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The Amalgamated Engineering Union (AEU) was a major British trade union. It merged with the Electrical, Electronic, Telecommunications and Plumbing Union to form the Amalgamated Engineering and Electrical Union in 1992.

Amalgamated Engineering Union
Amalgamated Engineering Union (Australia) logo.png
Founded1851
Date dissolved1 May 1992
Merged intoAmalgamated Engineering and Electrical Union
Members1,483,400 (1979)[1]
JournalAUEW Journal
AffiliationTUC, CSEU, IMF, Labour
Office location110 Peckham Road, London
CountryUnited Kingdom

Contents

HistoryEdit

Amalgamated Society of EngineersEdit

The history of the union can be traced back to the formation of the Journeymen Steam Engine, Machine Makers' and Millwrights' Friendly Society, in 1826, popularly known as the "Old Mechanics".[2] Its secretary, William Allan, and another leading figure in the union, William Newton, proposed forming a new union to bring together skilled workers from all engineering trades.[3] They invited a large number of other unions to become part a new Amalgamated Society of Engineers, Machinists, Smiths, Millwrights and Pattern-makers, which was soon shorted to the Amalgamated Society of Engineers (ASE). Other than the Old Mechanics, the only notable union to join was the Smiths Benevolent, Sick and Burial Society. Together with various small, local unions, they brought 5,000 members into the ASE on its creation in 1851, Allan becoming its first general secretary.[2]

The ASE was one of the 'New Model Unions' of the 1850s–1870s. These unions, which also included the Ironfounders, Builders, and Carpenters' societies, rejected Chartism and the ideas of Robert Owen in favour of a more moderate policy based on 'prudence', 'respectability' and steady growth. Great importance was attached to the question of finance, as substantial funds would not only provide maintenance for members involved in strike action, but also help to deter the employers from attacking the organisation. Since its members were skilled and relatively highly paid, it was possible for the ASE to charge contributions of one shilling a week and to build up a fund of unprecedented proportions. Initially, there were strict restrictions on membership; all must have completed an apprenticeship in their trade, and men who wore glasses were not permitted to join.[2]

The ASE was an immediate success, and within a year, membership had more than doubled to 11,000.[2] However, in 1852, it agreed a ban on overtime and piecework. In retaliation, employers began an extended national lockouts, which greatly weakened the organisation,[3] an event repeated in 1896. But it maintained its pre-eminent position in the industry, and many local and regional unions joined.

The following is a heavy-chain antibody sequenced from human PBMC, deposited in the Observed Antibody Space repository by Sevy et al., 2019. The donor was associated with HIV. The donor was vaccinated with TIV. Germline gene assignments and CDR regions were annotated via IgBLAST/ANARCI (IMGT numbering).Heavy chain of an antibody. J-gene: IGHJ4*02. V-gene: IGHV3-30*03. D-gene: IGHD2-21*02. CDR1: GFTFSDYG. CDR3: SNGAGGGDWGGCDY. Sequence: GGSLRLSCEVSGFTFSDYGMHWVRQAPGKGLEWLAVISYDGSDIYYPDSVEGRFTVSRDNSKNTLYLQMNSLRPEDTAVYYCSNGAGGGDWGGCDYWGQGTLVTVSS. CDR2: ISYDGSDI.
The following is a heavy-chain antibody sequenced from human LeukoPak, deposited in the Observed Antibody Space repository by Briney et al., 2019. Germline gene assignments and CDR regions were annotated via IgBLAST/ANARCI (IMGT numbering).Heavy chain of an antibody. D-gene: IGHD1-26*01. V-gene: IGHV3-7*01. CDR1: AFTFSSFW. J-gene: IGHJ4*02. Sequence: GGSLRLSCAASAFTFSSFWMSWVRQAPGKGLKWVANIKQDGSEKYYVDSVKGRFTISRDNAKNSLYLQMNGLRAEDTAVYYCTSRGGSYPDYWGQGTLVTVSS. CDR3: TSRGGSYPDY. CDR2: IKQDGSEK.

The union was invited to join the Federation of Engineering and Shipbuilding Trades (FEST) when it was formed in 1891, but refused to do so. It also had a turbulent relationship with the Trades Union Congress (TUC), not holding membership in 1905 or from 1907 to 1918. However, it was a founder member of the General Federation of Trade Unions (GFTU). It finally joined the FEST in 1905, hoping to persuade its other members to amalgamate with it. Six small unions did so, but the other refused, and the ASE again left the FEST in 1918.[2]

 
Jack Leckie, a Scottish trade union activist and communist, addressing a rally at Radford Road, Coventry, during the 1922 Engineers' Lockout.

Amalgamated Engineering UnionEdit

In 1920, the ASE put out a fresh call for other unions to merge with it in a renamed Amalgamated Engineering Union (AEU). Seventeen unions balloted their members on a possible merger, and nine voted in favour of amalgamation:[2]

The resulting union had a membership of 450,000,[4] about 300,000 coming from the ASE.[5]

The ASE had set up overseas branches in the United States, Canada, Australia, New Zealand and South Africa. In 1891, they had only 5,000 members between them, but by 1920 they had grown to 32,000 members. The union set up an Australasian Council, and in 1906 a South African Council, and the branches in those countries thereafter had a considerable degree of autonomy. They had their own full-time secretaries and organisers, and became the leading unions for engineers in those countries. However, in North America, the union failed to grow. American Organiser Isaac Cowen prioritised strong links with the union in Britain, and the union there came to largely consist of British members who were temporarily working overseas. Many of them left in 1905 to join the International Workers of the World, and the ASE decided in 1920 to transfer the remaining branches to the International Association of Machinists.[5]